Policy Analysis No. 68

Does More Technology Create Unemployment?

By R. H. Mabry and A. D. Sharplin
March 18, 1986

Executive Summary

Each new generation brings the reemergence of many of the fears of the past, requiring the repetition of old explanations to put them to rest. Today there is a renewed concern that technological advancement may displace much of the manufacturing (and other) work force, creating widespread unemployment, social disruption, and human hardship. For example, in 1983 the Upjohn Institute for Employment Research forecast the existence of 50,000 to 100,000 industrial robots in the United States by 1990, resulting in a net loss of some 100,000 jobs.[1] Barry Bluestone, perhaps foremost among today’s gloomy economists, is also worried about the future. He argues that “capital hypermobility” requires that America “reestablish the social safety net and extend the range of the regulatory system to make that net even more secure.”[2] Harvard’s Robert Reich completes the theme that government must act by arguing that America’s industrial policy “is the by-product of individual corporate strategies whose goals may have little to do with enhancing the standard of living of Americans.” He further states that our current industrial policy creates jobs that are “lower-skilled and routine, eventually to be replaced by robots and computers.”[3]

What are we to make of all these claims and predictions and the rhetoric that surrounds them? Conservative economic thinkers tend to disparage persons who fear the rapid advance of technology by labeling them “Luddites.”[4] This term is both unfair and inaccurate. The real Luddites, of the early 1800s, were uneducated working people who destroyed textile machinery and other symbols of advancing technology, which, despite their efforts, were to move the broad spectrum of humanity above the subsistence level for the first time. Today’s proponents of economic activism are typically not of the working class and are usually quite well educated. Nobel laureate Wassily Leontief, who gave the keynote speech for the National Academy of Engineering at its 1983 symposium “The Long-Term Impact of Technology on Employment and Unemployment,” cannot fairly be called a Luddite, yet he expressed concern about what he saw as technological advancement’s undesirable distributional effects across income groups.[5]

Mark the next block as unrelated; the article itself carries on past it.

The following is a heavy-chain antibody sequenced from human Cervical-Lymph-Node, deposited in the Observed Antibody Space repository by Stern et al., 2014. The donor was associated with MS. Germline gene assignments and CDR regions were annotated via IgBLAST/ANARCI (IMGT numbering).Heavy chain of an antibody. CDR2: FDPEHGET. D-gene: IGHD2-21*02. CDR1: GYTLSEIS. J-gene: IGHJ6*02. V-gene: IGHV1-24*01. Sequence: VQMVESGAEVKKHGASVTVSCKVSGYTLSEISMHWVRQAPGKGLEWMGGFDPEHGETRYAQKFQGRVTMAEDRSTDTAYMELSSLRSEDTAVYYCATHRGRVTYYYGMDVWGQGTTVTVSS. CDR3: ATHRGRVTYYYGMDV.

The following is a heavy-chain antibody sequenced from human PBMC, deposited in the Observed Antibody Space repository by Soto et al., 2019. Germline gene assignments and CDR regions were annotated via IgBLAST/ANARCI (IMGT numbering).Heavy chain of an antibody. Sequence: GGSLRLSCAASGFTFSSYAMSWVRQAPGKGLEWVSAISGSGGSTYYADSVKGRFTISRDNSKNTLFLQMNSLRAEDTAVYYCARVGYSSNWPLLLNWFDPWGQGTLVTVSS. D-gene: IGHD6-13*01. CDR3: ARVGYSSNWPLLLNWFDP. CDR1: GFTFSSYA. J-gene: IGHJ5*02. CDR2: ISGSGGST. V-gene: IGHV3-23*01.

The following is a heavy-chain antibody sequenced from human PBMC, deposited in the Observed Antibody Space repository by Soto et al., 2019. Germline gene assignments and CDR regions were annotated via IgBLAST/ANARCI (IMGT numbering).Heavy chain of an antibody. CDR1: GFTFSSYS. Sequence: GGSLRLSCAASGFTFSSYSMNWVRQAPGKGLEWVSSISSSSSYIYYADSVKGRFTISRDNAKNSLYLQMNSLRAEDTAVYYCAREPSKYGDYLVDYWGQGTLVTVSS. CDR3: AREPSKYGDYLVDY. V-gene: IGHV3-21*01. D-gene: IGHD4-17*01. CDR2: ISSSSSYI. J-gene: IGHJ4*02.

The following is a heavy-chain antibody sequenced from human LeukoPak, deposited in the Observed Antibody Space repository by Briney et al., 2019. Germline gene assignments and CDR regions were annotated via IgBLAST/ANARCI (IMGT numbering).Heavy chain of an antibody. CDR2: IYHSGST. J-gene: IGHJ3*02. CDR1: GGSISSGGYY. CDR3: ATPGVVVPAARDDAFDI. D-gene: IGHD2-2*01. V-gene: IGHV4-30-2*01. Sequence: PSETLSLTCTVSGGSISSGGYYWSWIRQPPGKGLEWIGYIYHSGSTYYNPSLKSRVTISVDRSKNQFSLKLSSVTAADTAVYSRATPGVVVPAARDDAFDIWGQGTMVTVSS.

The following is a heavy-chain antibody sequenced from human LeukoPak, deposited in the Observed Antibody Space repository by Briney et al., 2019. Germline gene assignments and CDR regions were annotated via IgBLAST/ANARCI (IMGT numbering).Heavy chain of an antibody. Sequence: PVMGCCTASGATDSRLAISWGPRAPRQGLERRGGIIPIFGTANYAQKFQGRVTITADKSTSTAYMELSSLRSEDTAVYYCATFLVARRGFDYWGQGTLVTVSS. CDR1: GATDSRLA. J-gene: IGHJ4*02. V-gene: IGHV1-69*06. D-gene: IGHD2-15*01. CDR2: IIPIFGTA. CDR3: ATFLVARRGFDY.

In part, opposition to technology springs simply from a more or less visceral fear of scientism, which is often taken to imply the dehumanization of humankind.[6] Mainly, though, the warnings heard today are thoughtful and well intentioned, even if often in error or somewhat self-serving. Flatly in error are those that predict no more jobs for a very large sector of the population as a result of advancing technology, creating a massive problem of involuntary unemployment. It is not at all clear that a large number of jobs are about to be destroyed; even if they were, such long-run unemployment as would occur would certainly not be involuntary. Rather, it would take the form of even shorter workdays, shorter work-weeks, and fewer working members in the family, as it has throughout our history.

Some who correctly anticipate that technological change may produce short-run employment-adjustment problems overstate those problems. They also often fail to mention that the short-run unemployment that occurs is primarily the result of artificial imperfections—a lack of competition—in certain labor and product markets. The amount of short-run unemployment created by advancing technology, as well as the amount of howling (or lobbying), is directly related to the degree of artificiality in the particular labor markets affected. It will be argued below that the workers harmed by technological advancement are those who have been receiving wages in excess of the amount they would receive in a fully competitive labor market. In other words, they have been receiving economic rent. It will be further argued that those workers remain unemployed when displaced by technology because they seek to regain their former employment or seek employment in another industry that pays excessive wages. In other words, they are unemployed because they are rent seekers. Finally, the effects of slow and rapid technological change will be discussed. The rate of change can serve as a basis for reasoned debate of some of the legitimate social concerns facing our society as a result of technological advancement, given the institutional imperfections already existing in the labor market.

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R. H. Mabry is professor of finance at Clemson University. A. D. Sharplin is professor of management at Northeast Louisiana University.